Most companies, and therefore people, have been immersed in the digital world for many, many years. We’ve experienced this digital transformation step-by-step and mostly embraced its fast-paced, yet sometimes subtle changes. Since the pandemic, however, we’ve been forced to jump onto a speeding train to catch up with the digital requirements of our rapidly changing work environment. Sending employees home to work left many businesses scrambling to provide the remote tools needed for continued business operations. Whether back in the office or still working remotely, you and your company may have found yourselves facing digital obstacles that get in the way of doing your best work.
Managing technology in an office can be hard enough. The company has to provide…among other things…computers, software, internet, bandwidth, data storage, cybersecurity, and the capital to procure equipment and services. Some technology obstacles you may run into include:
Using multiple platforms that aren’t connected
- Weak internet (manly those working remotely)
- Hardware and software incompatibility
- Access from multiple locations and/or devices
- Constant threat of a security breach adds extra steps that can hinder access outside of a firewall
- Depending on someone’s position or place of employment, access outside of the office may be restricted
These are all issues that can hinder workflow and cause disruptions in operations. Poor planning can add extra expenses, as well as a delay in completing work assignments. An IT nightmare is to purchase new software, then find out the current hardware won’t support it. Many governmental entities found themselves in dire straits when they needed their employees to continue working while on lockdown during the pandemic. This was an issue for some positions since access outside the network was strictly prohibited.
There are many cultural obstacles to deal with as well. Whether it’s you personally, teammates, bosses, or subordinates, there are going to be differences in age, income, education, location, and attitudes that can also hinder workflow. These aspects are just as important as the technological ones. Some cultural obstacles to consider include:
- Some older people are still not very comfortable with using technology
- Some lower-income people may not have computers at home (if expected to work from home)
- People living in rural areas may not have a strong internet connection (if expected to work from home)
- People not used, or even open, to the idea of working from home are unlikely to have a designated work area in their home like an office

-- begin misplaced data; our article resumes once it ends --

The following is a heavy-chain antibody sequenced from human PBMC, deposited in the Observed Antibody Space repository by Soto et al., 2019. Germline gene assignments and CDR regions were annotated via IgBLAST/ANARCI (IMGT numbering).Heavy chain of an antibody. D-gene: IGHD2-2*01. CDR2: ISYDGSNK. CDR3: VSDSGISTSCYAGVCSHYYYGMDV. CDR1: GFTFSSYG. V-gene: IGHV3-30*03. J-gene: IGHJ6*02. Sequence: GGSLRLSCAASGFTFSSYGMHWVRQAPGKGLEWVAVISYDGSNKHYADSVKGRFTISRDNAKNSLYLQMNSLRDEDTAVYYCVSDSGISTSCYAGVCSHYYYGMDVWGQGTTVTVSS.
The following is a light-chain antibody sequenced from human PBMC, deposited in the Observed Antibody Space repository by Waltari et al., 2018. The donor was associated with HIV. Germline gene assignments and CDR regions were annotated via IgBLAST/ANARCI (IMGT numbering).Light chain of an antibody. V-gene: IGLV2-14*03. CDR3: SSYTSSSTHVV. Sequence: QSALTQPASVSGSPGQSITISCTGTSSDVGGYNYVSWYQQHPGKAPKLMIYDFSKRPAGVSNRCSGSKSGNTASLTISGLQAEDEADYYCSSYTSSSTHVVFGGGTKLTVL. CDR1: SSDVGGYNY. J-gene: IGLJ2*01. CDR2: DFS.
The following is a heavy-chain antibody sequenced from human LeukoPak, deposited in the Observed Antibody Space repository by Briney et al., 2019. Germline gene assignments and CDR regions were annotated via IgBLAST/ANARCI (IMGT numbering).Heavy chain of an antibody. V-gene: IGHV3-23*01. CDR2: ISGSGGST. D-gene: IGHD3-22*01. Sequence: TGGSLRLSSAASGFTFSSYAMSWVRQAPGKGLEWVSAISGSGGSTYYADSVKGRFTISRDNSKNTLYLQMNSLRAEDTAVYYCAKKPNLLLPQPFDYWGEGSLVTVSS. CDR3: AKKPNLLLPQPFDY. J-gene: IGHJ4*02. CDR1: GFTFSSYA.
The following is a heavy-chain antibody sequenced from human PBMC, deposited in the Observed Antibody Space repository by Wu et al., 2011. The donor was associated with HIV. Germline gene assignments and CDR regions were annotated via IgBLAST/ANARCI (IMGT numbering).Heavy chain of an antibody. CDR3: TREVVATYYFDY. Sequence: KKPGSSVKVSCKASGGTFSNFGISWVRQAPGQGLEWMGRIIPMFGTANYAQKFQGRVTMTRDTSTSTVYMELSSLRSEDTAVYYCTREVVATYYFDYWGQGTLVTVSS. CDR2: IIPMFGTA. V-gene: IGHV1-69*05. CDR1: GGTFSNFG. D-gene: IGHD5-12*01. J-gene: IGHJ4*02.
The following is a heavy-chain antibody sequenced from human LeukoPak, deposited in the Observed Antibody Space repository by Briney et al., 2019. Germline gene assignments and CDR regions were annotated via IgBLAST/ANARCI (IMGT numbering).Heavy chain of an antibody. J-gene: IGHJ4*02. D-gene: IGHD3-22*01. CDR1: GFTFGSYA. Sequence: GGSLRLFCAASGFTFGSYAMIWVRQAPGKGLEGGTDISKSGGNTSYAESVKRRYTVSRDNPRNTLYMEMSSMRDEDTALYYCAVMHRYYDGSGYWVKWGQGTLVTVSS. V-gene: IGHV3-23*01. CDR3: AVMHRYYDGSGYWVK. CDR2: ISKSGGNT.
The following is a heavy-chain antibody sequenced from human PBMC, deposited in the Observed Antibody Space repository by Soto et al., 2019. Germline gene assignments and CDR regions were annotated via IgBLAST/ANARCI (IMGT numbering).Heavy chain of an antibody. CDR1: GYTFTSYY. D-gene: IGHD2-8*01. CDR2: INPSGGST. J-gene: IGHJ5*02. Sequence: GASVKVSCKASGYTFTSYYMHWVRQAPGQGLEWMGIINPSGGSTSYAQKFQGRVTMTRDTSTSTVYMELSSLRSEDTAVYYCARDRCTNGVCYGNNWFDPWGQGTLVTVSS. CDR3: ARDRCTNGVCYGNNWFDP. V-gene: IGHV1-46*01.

- Some people don’t have the skillset to comfortably learn new technology
- Company execs don’t see the value in spending the money on technology that will help employees work more efficiently
- Company execs aren’t comfortable with taking the risks of investing in new technology
- Employees don’t see the need for new technology
- Silo view of work processes
This list could go on for a while, but you get the picture. We have to look beyond technology and include the human aspect. It’s up to management to provide staff with the proper resources, as well as incorporate them into the process through collaboration and accountability. They need to see the value in the technology and the part they play in making it work successfully in completing their work as well as accomplishing the company’s goals.
Digital Transformation obstacles
Digital transformation is the incorporation of digital technology across all areas of a business that creates vital changes to how a business operates and how it benefits customers. It requires companies to continually look beyond the current technology, promoting process improvement through experimentation and opening up to possible failure. This can be challenging when trying to move management and/or staff away from long-held processes that people are comfortable with. It is a living process that takes planning and continual review. Jumping into digital transformation without forethought can create a myriad of technology and cultural obstacles, some of which are:
- Lack of knowledge of how to implement digital transformation
- Limited budget
- Pushback from staff
- Learning curve for staff and possibly customers
- Uncertainty of what the outcome will be
- Finding a solution that integrates all platforms
- Departments with silo viewpoints
- No clear or defined strategy
- Executives are not supporting the changes by being absent during the process
This process takes on different levels of complexity depending on the company’s size and needs. This applies to any transformation or change, regardless of scale. Whether tackling a new software that improves a process or a large-scale transformation that completely changes everything, there are some practices you can put in place to help mitigate some of these obstacles:
- Know that digital transformation is an imperfect process and there will be hiccups along the way
- Identify opportunities and risks before undertaking changes
- Create a digital-rich culture that attracts tech-savvy talent
- Executives have to be open to innovation before they can expect employees to do the same
- Have a clear vision and goals that align with that vision
- Garner engagement by showing the benefits of new technology
Overall it’s important to be aware of these possible obstacles when laying out expectations for your company’s workflow when we’re so dependent on digital technology to get you through.
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